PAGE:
Do you think COP27 will provide an opportunity for international solidarity with Egyptian civil society?
The reality is that most governments don’t care what the ruling regime is doing in Egypt. They are willing to turn a blind eye to El-Sisi’s atrocities because he fits into regional arrangements and is easily brought into mega business deals and arms deals that involve a lot of money. Who cares how big a debt he is accumulating on the shoulders of Egyptian people.
This makes it much harder for people working on documenting and exposing the regime’s crimes to try to stop them. At the end of the day, business deals sustain the facade of mutual respect between western governments and the Egyptian government.
The Egyptian government is increasingly aware and taking advantage of the fact that it can get away with so many crimes as long as it keeps satisfying the economic interests of France, Germany, the UK and the USA.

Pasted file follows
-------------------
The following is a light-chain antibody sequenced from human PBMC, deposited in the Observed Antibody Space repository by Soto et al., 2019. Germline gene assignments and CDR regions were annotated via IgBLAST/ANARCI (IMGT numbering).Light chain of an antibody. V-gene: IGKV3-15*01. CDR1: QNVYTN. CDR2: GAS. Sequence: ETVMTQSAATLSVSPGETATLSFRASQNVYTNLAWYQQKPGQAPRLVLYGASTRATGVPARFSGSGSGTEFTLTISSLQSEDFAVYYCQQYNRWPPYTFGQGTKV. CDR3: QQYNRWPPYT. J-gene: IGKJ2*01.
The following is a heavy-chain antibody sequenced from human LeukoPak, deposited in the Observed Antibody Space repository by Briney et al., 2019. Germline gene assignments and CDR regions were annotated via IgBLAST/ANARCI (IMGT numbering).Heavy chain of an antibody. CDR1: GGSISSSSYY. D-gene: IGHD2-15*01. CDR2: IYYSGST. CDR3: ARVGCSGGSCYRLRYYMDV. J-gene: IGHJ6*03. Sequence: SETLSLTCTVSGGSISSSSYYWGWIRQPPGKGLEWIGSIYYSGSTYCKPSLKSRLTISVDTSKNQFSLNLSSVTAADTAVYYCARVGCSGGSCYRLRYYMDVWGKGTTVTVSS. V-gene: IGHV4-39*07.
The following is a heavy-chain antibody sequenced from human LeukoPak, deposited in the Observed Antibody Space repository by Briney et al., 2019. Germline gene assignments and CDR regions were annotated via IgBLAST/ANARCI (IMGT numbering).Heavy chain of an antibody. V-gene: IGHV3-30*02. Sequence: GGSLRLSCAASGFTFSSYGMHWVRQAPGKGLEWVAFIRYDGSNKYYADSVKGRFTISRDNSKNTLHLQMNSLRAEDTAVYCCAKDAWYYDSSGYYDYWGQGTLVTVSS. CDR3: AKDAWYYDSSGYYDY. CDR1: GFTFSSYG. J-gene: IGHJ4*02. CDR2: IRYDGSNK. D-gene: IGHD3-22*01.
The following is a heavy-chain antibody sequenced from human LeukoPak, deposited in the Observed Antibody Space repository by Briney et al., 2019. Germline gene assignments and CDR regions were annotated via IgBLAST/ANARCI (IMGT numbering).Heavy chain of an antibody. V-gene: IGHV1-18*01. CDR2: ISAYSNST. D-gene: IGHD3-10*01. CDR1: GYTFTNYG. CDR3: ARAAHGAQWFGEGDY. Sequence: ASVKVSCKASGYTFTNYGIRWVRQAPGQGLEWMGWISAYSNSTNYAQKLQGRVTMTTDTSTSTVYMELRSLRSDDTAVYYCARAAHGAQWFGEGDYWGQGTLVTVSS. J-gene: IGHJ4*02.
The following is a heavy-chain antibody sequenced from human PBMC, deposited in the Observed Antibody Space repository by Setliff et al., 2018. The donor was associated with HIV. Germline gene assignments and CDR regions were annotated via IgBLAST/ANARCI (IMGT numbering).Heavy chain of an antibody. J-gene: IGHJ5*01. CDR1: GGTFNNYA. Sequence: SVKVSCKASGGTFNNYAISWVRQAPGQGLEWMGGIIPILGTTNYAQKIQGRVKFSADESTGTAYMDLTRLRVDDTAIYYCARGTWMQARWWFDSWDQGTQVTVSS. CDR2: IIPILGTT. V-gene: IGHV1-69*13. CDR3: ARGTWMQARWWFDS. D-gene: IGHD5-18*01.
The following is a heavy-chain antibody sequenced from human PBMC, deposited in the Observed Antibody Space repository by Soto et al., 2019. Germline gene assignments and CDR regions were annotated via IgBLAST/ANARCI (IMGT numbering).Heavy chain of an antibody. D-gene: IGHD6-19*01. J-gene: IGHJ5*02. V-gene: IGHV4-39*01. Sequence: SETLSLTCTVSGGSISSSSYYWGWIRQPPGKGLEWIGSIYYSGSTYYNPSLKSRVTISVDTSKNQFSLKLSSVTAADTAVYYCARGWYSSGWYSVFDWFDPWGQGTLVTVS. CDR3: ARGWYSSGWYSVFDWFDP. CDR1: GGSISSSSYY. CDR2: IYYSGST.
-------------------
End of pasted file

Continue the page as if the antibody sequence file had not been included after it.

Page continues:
This is all working very well in the run-up to COP27, which the Egyptian regime is clearly using as a whitewashing PR stunt. In doing this, they are being assisted not just by the Gulf countries, which was to be expected, but by many western governments. Despite the recent talk of the USA withholding some of its military aid, if you look at it, the reality is that El-Sisi is getting all the support he needs.
All we can do about this is what we are already doing, which is try as much as possible to make enough noise to bring attention to the crimes and rights violations the Egyptian regime does not want the world to know about. This may come at an extremely high price, but it is what it is. This is the reality of living in Egypt in 2022, under El-Sisi’s rule.
Civic space in Egypt is rated ‘closed’ by the CIVICUS Monitor.
Follow @Monasosh and @FreedomForAlaaon Twitter and sign this petition for Alaa’s release.